Christian Paz has a post up at Vox, “Are young voters really embracing Donald Trump?,” which sheds some light on Democratic concerns about younger voters. As Paz writes, “Just about every national poll seems to show that Biden is underperforming with young people compared to his 2020 results as well as polls at the same point in the 2020 cycle. But the crosstab results of some of these surveys also suggest that Biden is not only losing ground; Trump is gaining support. That’s an especially surprising result for the famously progressive and Democratic-leaning youth vote….Instead of looking at any single poll, take their sum view, conveniently updated every month in this cross-tabulation tracker from the former Democratic pollster Adam Carlson. Regardless of whether you look at the 18–34 or 18–29 subgroups that are often used in polling young voters, it’s clear that Biden is underperforming his 2020 numbers. In March 2024 polls alone, that shift from 2020 for those adults aged 18–29 was about 13 points toward Trump, even though Biden still holds an overall advantage of 11 points in the aggregate. Among adults aged 18–34, Trump holds a slight lead of about 1.5 percentage points. And this has generally been consistent when looking at the aggregate results of January and February 2024 polls as well….Trump’s favorability rating among the youngest cohort of voters has been steadily increasing. As of the end of 2023, that improvement has brought his standing with adults aged 18–34 back from a post-January 6 low point right to the same support he had on the eve of the 2020 election, according to Gallup polling. Other polls, like the Economist/YouGov’s surveys, found that by February 2024, Trump’s favorability among those under the age of 30 had finally turned positive, improving about 30 points since February 2021….The Harvard Youth Poll in December, for example, showed Trump had an edge over Biden on a range of key issues with younger voters. On the economy, Trump had a 15-point lead; on national security, he had a 9-point lead; on the Gaza war, Trump led by 5 points; and on “strengthening the working class,” Trump had a 4-point advantage. Biden, meanwhile, had an edge on climate change, abortion, education, and “protecting democracy,” among a few other issues….Polls specifically of young voters, like the Harvard Youth Poll, continue to show a large Biden advantage with younger voters (it was 11 points in December). They show that among the youth most likely to vote, Biden has an even bigger advantage (24 points)….61 percent of young voters view Trump very negatively compared to just 44 percent who feel like that about Biden. “If young voters are defecting from Joe Biden, they’re not doing so out of any affinity for Donald Trump,” write the Split Ticket authors. So instead of a Trump youth rise, we’re seeing a collapse of youth support for Biden….Even this month, the results of two high-quality national polls, one from Quinnipiac University and another released by Fox News, showed conflicting realities. In Quinnipiac’s survey, the results for young adults aged 18–34 gave Biden a 20-point advantage over Trump. Meanwhile, Fox’s survey showed that adults aged 18–29 backed Trump with an 18-point margin. This 38-point gap seems illogical, even if there are some discrepancies with the cohorts used in the surveys.”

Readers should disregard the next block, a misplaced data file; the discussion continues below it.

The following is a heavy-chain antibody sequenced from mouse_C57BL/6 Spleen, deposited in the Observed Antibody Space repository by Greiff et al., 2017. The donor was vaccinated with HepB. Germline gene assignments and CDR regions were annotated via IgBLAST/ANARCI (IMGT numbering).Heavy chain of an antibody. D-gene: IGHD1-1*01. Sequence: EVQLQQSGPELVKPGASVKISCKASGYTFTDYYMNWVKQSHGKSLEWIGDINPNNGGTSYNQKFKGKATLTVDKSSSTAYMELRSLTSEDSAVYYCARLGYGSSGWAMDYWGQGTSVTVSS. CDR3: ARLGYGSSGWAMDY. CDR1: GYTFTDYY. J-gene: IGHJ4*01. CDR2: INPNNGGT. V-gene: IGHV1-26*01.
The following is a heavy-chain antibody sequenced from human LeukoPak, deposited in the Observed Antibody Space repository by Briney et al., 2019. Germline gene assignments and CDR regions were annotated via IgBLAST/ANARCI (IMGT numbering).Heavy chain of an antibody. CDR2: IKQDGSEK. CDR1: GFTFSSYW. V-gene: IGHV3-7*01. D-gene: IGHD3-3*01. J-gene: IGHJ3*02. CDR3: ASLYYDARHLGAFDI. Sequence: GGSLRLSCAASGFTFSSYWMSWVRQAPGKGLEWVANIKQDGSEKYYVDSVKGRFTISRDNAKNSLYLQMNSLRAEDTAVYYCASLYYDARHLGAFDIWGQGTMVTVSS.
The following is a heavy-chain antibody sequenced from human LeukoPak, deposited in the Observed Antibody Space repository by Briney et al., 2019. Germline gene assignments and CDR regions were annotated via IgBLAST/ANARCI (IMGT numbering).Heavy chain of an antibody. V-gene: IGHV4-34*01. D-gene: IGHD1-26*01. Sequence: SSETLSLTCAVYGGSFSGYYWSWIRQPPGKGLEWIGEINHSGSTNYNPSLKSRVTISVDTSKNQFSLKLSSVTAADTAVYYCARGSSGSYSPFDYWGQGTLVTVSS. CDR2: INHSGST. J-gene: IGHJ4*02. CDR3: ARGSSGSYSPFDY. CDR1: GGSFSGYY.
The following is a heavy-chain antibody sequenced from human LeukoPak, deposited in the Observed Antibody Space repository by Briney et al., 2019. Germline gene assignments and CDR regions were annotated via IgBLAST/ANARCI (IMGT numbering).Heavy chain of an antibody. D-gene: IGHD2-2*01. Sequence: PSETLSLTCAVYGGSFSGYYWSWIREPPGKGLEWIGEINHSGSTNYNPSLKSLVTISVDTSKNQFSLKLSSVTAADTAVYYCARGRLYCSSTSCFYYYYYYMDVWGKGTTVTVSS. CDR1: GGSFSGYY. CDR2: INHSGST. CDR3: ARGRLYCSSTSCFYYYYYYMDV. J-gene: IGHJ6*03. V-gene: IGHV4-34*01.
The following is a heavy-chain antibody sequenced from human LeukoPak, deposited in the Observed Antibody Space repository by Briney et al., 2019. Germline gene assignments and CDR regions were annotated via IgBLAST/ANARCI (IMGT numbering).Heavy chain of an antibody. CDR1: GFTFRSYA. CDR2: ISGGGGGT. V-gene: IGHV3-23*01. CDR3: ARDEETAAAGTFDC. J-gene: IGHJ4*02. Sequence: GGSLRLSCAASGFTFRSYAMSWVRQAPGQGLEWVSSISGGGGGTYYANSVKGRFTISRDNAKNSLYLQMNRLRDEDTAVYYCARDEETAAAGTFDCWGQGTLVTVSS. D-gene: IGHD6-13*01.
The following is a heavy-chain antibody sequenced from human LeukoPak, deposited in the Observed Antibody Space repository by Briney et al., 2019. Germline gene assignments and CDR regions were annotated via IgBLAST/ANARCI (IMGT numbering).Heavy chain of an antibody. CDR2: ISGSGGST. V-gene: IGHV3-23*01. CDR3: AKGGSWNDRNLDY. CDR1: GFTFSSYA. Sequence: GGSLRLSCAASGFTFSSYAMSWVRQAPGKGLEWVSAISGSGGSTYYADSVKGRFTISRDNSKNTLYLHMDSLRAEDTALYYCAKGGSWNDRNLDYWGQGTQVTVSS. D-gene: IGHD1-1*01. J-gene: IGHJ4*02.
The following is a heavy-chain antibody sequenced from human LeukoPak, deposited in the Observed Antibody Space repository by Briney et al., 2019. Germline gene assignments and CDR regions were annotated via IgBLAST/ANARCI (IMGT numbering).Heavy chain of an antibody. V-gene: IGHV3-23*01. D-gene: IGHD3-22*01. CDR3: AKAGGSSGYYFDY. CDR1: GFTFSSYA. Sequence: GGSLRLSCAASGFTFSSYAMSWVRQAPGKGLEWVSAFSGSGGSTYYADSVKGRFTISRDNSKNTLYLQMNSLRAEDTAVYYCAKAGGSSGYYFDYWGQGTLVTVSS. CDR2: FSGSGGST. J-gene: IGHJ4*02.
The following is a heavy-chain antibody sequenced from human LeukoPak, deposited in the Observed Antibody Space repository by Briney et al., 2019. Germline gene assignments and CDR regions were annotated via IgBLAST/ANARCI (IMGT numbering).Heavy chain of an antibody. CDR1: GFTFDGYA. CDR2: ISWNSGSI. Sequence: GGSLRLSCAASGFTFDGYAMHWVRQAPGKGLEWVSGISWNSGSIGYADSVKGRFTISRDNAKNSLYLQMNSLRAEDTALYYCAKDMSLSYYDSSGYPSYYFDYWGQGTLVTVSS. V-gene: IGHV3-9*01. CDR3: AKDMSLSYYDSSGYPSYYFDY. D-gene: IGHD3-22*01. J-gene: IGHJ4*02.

Is Arizona now a more bluish shade of purple, thanks to the state Supreme Court ruling upholding a 160-year old law that outlaws and criminalizes nearly all abortions? Probably is my guess. As Kristine Parks writes at foxnews.com, “The ruling comes on the heels of a Wall Street Journal poll conducted before the ruling, which found a majority of Arizonans sided with President Biden over Trump on the issue of abortion.” Parks reports that CNN commentator Margaret Hoover said in an interview that “the ban was unpopular with Republican voters in the state and would “absolutely impact the presidential election.” Parks adds that “Hoover, who is married to Democratic congressional candidate and former CNN senior political analyst John Avlon, insisted that the Arizona ruling showed how Trump’s defense of states’ rights on abortion could backfire in the election….”How’s it going? It’s not going to go so well for him in Arizona,” Hoover argued, denouncing the “draconian” law without exceptions for rape or incest.” Further, writes Parks, “Trump issued a statement on abortion rights on Monday, one day before the Arizona Supreme Court ruling….In a video posted to his social media platform, Trump argued that abortion rights should be a state issue decided by the “will of the people.”…. “The states will determine by vote, or legislation, or perhaps both, and whatever they decide must be the law of the land — in this case, the law of the state,” Trump said. “Many states will be different. Many states will have a different number of weeks… at the end of the day it is all about the will of the people.”….His statement drew the ire of some pro-life activists, who believed it was a victory for Democrats.” Joseph Choi and Nathaniel Weixel report at The Hill that “The Civil War-era law makes abortion a felony punishable by two to five years in prison for anyone who performs or helps a woman obtain one. It includes an extremely narrow exception for “when it is necessary” to save a pregnant person’s life.” Even Arizona Republicans are shook up by the ruling, as  Carter Sherman and Lauren Gamboino report at The Guardian: ““This is an earthquake that has never been seen in Arizona politics,” said Barrett Marson, a Republican consultant in Arizona, of the decision. “This will shake the ground under every Republican candidate, even those in safe legislative or congressional seats.”